ment and enlightened councils of told, " that the form of the former govern. regenerated Spain, would relax the ment is to be preserved, subject only to severity of its control over its rea the changes which the substitution of his mote dependencies, and yield, sponmajesty's authority for that of the king of taneously, to its transatlantick chil: Spain may render inevitable."


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dren, that emancipation for which conqueror; and his ambition and cus they have hitherto relied, rather on pidity have no doubt already scented the weakness, than the beneficence, their quarry in her American possesof their mother country.

sions. At this moment, we have no These, however, alas! are specu- doubt, his restless intriguers are at lations in which it appears to us that work to poison the pure fountains of no sober man can now allow himself patriotism and concord in these disto indulge. The fate of Spain, we tant regions; and forces are prepathink, is decided ; and that fine and ring to trample down those sparks misguided country has probably yield- of independence which the slightest ed, by this time,* to the fate which has stirring would now spread into an fallen on the greater part of conti- unquenchable blaze. A moment is nental Europe. Her European do- yet left us, to resolve on what may minions have yielded already to the soon be impracticable. unrelaxing grasp of the insatiable

FROM THE QUARTERLY REVIEW. Publick Characters of 1809-10, 8vo. pp. 684. London. 1809. FROM an ill-written “ Preface" William Coxe, M. A. F. R. S. and F. to this strange production, it appears S. A. Archdeacon of Wilts and Recthat the editor has been, for some tor of Bemarton." His appearance years, in the practice of sallying forth is not a little comical ; and we should on the king's highway, seizing upon endeavour 10 give our readers some numbers of unsuspecting people, un- idea of it, did we not consider him as der the extraordinary pretence of a man more sinned against than their being “ PUBLICK CHARAC- sinning," and no less grieved than TERS," and dressing them up with ashamed at his involuntary degradacaps and bells, and other derogatory tion. appendages of folly, for the enter- But though we feel unmixed pity tainment of such as chose to lay out for sufferers. of this description, we a few shillings on so indecorous a cannot be so indulgent to those who spectacle.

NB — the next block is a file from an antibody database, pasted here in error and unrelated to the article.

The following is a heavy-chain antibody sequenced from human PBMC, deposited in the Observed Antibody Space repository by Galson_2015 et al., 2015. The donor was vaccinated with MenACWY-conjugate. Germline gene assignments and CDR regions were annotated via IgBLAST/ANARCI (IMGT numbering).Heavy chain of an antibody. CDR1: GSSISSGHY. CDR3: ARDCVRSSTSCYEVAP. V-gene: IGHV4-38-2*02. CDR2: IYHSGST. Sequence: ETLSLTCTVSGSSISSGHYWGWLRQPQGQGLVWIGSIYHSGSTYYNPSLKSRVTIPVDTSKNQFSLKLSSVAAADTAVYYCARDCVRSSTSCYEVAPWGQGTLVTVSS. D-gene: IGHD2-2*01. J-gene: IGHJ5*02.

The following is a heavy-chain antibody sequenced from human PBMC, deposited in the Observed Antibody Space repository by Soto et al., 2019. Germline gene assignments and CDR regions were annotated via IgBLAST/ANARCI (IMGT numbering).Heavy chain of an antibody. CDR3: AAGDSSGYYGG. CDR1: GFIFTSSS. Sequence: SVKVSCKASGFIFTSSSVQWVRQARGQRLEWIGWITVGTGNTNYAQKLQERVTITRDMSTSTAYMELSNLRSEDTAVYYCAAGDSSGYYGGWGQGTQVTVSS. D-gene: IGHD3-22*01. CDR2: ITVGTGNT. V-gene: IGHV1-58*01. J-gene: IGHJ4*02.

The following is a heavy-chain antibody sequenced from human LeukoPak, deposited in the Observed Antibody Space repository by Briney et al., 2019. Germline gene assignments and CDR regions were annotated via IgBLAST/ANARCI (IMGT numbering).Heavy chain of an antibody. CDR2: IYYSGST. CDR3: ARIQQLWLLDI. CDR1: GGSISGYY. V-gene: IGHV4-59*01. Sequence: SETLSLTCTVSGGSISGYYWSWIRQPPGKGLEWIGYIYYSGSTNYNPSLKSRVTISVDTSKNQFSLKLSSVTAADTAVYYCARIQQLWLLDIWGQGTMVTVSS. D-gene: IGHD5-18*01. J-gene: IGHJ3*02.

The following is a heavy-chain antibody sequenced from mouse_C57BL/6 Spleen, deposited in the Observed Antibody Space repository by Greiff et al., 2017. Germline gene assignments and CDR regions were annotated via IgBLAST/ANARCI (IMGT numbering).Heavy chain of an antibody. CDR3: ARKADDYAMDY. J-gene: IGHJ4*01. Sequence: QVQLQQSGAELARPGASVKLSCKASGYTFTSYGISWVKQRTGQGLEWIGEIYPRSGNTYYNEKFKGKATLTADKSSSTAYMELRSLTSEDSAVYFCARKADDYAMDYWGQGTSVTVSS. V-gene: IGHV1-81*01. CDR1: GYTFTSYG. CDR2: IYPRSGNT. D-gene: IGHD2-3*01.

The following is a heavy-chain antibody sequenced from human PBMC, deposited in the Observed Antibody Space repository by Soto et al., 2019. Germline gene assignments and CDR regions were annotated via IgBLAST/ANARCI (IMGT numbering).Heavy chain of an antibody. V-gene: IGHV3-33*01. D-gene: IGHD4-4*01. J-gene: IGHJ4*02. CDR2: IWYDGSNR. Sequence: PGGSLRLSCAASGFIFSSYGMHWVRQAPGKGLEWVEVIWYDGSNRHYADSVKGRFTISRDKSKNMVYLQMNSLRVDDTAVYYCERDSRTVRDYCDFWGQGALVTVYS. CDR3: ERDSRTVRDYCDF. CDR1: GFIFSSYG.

rush into the circle, uncaught, and The only plea advanced by him for exhibit their foppery for the gratifithis annual outrage on the peace of cation of individual vanity. Towards society, is, that the victims of it are the conclusion of the show," Mr. M. dizened out in such beautiful colours, P. Andrews, M. P. for Bewdley in that they cannot choose but be de- Worcestershire,"steps gayly forward, lighted with their own appearance. and, with the air and gait of a morrisThis is adding mockery to injury. dancer, enters upon a ridiculous dis The wardrobe of a puppet show is play of his accomplishments. more magnificent than the frippery He begins with a scrap of bad Itathus forced upon them; and the lian ; after which he informs the aubungling wretches employed to string dience that he was destined for the the tawdry tatters together, must have counting house ; but that," instead of

i served their apprenticeship to the thumbing over the leger, he befurnishers of garden scarecrows. came enraptured with the poets of

The first, or, as we rather think, ancient days, and wooed the muses the second person who figures in the with considerable success." group of this year, is “the reverend Of these raptures, and his success,